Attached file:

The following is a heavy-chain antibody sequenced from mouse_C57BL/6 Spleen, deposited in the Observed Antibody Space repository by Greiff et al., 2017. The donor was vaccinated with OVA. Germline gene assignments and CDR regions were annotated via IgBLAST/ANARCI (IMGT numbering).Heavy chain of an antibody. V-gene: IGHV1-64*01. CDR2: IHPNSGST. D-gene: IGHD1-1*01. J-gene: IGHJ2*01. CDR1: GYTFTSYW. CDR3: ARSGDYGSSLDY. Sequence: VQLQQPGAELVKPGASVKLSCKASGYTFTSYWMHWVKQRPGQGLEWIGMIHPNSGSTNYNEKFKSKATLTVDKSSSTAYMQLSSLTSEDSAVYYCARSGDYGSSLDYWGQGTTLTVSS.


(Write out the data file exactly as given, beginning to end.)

The following is a heavy-chain antibody sequenced from mouse_C57BL/6 Spleen, deposited in the Observed Antibody Space repository by Greiff et al., 2017. The donor was vaccinated with OVA. Germline gene assignments and CDR regions were annotated via IgBLAST/ANARCI (IMGT numbering).Heavy chain of an antibody. V-gene: IGHV1-64*01. CDR2: IHPNSGST. D-gene: IGHD1-1*01. J-gene: IGHJ2*01. CDR1: GYTFTSYW. CDR3: ARSGDYGSSLDY. Sequence: VQLQQPGAELVKPGASVKLSCKASGYTFTSYWMHWVKQRPGQGLEWIGMIHPNSGSTNYNEKFKSKATLTVDKSSSTAYMQLSSLTSEDSAVYYCARSGDYGSSLDYWGQGTTLTVSS.